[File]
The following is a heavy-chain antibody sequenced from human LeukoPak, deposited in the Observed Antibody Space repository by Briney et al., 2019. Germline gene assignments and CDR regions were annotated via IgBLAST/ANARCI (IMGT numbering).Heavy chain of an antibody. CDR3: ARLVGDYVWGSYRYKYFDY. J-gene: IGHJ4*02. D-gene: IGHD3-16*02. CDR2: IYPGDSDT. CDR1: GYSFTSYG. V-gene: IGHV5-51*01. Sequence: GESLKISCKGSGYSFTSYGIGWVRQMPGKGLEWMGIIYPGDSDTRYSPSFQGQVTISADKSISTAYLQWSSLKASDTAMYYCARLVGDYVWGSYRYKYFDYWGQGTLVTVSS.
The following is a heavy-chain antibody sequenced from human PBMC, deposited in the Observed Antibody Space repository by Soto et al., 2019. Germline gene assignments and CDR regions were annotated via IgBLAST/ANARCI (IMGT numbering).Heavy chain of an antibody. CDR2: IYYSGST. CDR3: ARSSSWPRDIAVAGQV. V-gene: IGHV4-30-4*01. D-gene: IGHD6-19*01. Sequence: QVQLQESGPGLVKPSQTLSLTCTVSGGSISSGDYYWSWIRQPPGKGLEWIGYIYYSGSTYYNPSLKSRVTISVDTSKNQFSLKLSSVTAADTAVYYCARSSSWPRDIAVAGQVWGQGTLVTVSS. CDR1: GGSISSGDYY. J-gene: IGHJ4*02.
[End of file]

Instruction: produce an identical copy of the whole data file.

The following is a heavy-chain antibody sequenced from human LeukoPak, deposited in the Observed Antibody Space repository by Briney et al., 2019. Germline gene assignments and CDR regions were annotated via IgBLAST/ANARCI (IMGT numbering).Heavy chain of an antibody. CDR3: ARLVGDYVWGSYRYKYFDY. J-gene: IGHJ4*02. D-gene: IGHD3-16*02. CDR2: IYPGDSDT. CDR1: GYSFTSYG. V-gene: IGHV5-51*01. Sequence: GESLKISCKGSGYSFTSYGIGWVRQMPGKGLEWMGIIYPGDSDTRYSPSFQGQVTISADKSISTAYLQWSSLKASDTAMYYCARLVGDYVWGSYRYKYFDYWGQGTLVTVSS.
The following is a heavy-chain antibody sequenced from human PBMC, deposited in the Observed Antibody Space repository by Soto et al., 2019. Germline gene assignments and CDR regions were annotated via IgBLAST/ANARCI (IMGT numbering).Heavy chain of an antibody. CDR2: IYYSGST. CDR3: ARSSSWPRDIAVAGQV. V-gene: IGHV4-30-4*01. D-gene: IGHD6-19*01. Sequence: QVQLQESGPGLVKPSQTLSLTCTVSGGSISSGDYYWSWIRQPPGKGLEWIGYIYYSGSTYYNPSLKSRVTISVDTSKNQFSLKLSSVTAADTAVYYCARSSSWPRDIAVAGQVWGQGTLVTVSS. CDR1: GGSISSGDYY. J-gene: IGHJ4*02.